CHARLOTTE, N.C -- Gerald Wallace had been trying so hard to learn Larry Brown's system he found himself thinking too much and not trusting his instinct.
A pregame meeting helped Wallace end his mental anguish -- and give Brown his first victory with his record ninth NBA team.
A more aggressive Wallace scored 34 points Saturday, leading the hot-shooting, free-flowing Charlotte Bobcats past the Miami Heat 100-87 to end a month of frustration.
After a winless preseason and an ugly loss at Cleveland to open the regular season, Wallace, Jason Richardson and Emeka Okafor led an efficient, hustling performance that gave the well-traveled Brown his 1,011th career win.
"Oh man, it was like you were in a free-fall for a while," Brown said. "We were the only [winless] team and everybody reminds you of that. You come in here with a new coaching staff, everybody is talking about changes, well I don't think we looked like a well-coached team. That was a big concern. But I think the kids needed to win."
Richardson added 23 points and Okafor had 18 points and 13 rebounds for Charlotte, which shot 54 percent, controlled the boards and took advantage of Dwyane Wade's off night to spoil Heat rookie coach Erik Spoelstra's 38th birthday.
Rookie Michael Beasley capped his opening week with 25 points for the Heat, who couldn't build off Friday's blowout win over Sacramento. Wade, hampered by foul trouble, added 19 points on 5-of-15 shooting, while Udonis Haslem scored 16 points.
"It's called growing pains. It's going to happen," Wade said. "Coach said we're going to take one step backward, but then hopefully we'll take two steps forward."
On Saturday the Heat had no answer for Wallace, who consistently scored on drives to the basket and his improved jumper, making 11 of 16 shots while appearing more comfortable after his pregame sit down.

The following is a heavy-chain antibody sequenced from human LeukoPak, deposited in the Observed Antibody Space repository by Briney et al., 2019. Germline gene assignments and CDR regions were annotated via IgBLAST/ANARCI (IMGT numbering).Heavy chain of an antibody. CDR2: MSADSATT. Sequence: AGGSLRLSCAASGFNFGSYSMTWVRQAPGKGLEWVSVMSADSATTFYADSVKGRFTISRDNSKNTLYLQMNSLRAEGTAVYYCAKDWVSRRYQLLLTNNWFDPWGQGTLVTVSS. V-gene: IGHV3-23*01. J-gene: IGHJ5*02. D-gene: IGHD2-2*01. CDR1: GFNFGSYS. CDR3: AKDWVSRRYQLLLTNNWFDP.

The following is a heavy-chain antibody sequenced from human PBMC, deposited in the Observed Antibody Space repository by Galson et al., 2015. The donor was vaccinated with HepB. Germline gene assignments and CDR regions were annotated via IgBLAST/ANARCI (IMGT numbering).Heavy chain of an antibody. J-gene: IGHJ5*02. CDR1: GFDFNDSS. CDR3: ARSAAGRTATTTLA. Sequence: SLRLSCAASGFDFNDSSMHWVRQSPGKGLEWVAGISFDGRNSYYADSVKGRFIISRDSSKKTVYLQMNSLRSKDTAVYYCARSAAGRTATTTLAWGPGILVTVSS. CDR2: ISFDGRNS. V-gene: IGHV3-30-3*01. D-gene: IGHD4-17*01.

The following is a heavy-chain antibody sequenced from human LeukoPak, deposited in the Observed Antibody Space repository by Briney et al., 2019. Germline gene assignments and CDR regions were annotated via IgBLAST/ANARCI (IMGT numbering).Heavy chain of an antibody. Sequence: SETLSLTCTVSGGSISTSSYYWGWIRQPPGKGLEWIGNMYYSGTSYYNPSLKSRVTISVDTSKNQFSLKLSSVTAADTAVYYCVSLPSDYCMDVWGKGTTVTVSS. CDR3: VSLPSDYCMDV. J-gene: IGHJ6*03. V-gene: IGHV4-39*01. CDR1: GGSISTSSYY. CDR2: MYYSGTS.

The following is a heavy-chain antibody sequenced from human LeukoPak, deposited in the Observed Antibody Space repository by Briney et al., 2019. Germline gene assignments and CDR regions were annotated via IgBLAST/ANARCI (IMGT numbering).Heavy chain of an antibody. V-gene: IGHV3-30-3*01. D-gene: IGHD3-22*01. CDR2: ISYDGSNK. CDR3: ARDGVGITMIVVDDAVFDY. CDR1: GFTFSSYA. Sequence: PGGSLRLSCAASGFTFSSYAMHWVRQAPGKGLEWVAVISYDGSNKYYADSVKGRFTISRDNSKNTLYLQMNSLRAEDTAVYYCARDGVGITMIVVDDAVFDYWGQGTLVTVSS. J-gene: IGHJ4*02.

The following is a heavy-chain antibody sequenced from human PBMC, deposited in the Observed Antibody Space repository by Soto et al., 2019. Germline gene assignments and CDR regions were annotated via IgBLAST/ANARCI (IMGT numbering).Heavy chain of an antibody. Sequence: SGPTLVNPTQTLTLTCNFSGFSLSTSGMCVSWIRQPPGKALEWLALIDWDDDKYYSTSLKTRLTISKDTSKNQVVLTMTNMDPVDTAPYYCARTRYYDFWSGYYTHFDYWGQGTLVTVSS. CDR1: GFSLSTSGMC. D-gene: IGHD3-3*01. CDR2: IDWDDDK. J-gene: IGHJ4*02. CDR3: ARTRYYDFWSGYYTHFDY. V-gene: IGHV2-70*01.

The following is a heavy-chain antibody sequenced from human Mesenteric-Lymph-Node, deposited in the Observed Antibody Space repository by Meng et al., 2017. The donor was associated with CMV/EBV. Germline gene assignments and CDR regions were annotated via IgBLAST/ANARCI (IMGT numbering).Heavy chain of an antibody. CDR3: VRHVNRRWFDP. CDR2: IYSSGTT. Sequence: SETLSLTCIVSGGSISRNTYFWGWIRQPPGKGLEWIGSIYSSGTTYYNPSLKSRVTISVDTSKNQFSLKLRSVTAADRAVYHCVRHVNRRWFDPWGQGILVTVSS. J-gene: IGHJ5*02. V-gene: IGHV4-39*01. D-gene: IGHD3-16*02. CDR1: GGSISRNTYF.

"I said, 'Coach, I'm trying to learn, but I just think I'm thinking too much. ... If I mess up, I'll apologize after the game, but just give me an opportunity to play," Wallace said. "He agreed, and I was able to go out and play and do whatever I had to do to help our team win."
After Miami cut a once 17-point Charlotte lead to 77-71 on Marcus Banks' 3-pointer with in the first minute of the fourth quarter, Wallace took over. He hit a 3-pointer, had a three-point play and a driving layup on the next three possessions.
Miami never threatened again, delighting a rare sellout crowd in Charlotte and managing partner Michael Jordan, who sat courtside one seat away from the end of the Bobcats bench and watched a game featuring a stark contrast in coaches.
While the gray-haired, 68-year-old Brown entered with 1,010 NBA wins and 406 more in the ABA and college, the slick-haired Spoelstra had won his first NBA game a night earlier.
But the rebuilding Heat, coming off a 15-67 season, were no match, especially with Wade in foul trouble and clanging jumpers.
"Our identity right now is to be a defensive team first," Spoelstra said. "Tonight we thought we were an offensive team and we struggled."
Before making his Charlotte debut, Brown shook up the starting lineup, placing Sean May on the inactive list. Brown has lamented May's lack of conditioning as he recovers from right knee surgery that caused him to miss all of last season.
After starting May and watching him miss all six shots in Thursday's loss to Cleveland, Brown replaced him with Jared Dudley and indicated May could be sidelined a while.
The small lineup with Dudley had a chance to be effective against the Heat, who feature one of the league's smallest frontcourts.
Rebounding well and much more efficient on offense than they've been under Brown, the Bobcats shot 60 percent in the first half.
Charlotte would have pulled away sooner if not for Beasley. The No. 2 pick in the draft shot 8-for-10 through the first three quarters, keeping the Heat within striking distance. But Charlotte overcame 21 turnovers to hang on thanks to a 41-27 rebounding edge.
"It's good to get a win," Richardson said, "because now you know the system works."
After spending most of the previous two seasons in hidden in a luxury box, Jordan was animated on the sideline while barking at officials. ... Spoelstra before the game reflected on working his way from the team's video coordinator to celebrating his 38th birthday as head coach. "After working here for 13 years, it's special," Spoelstra said. "It's a tremendous honor for me." ... Spoelstra shuffled his inactive players. Shaun Livingston, working his way back from knee surgery, did not dress. G Chris Quinn was active. ... The Bobcats had only five sellouts last season.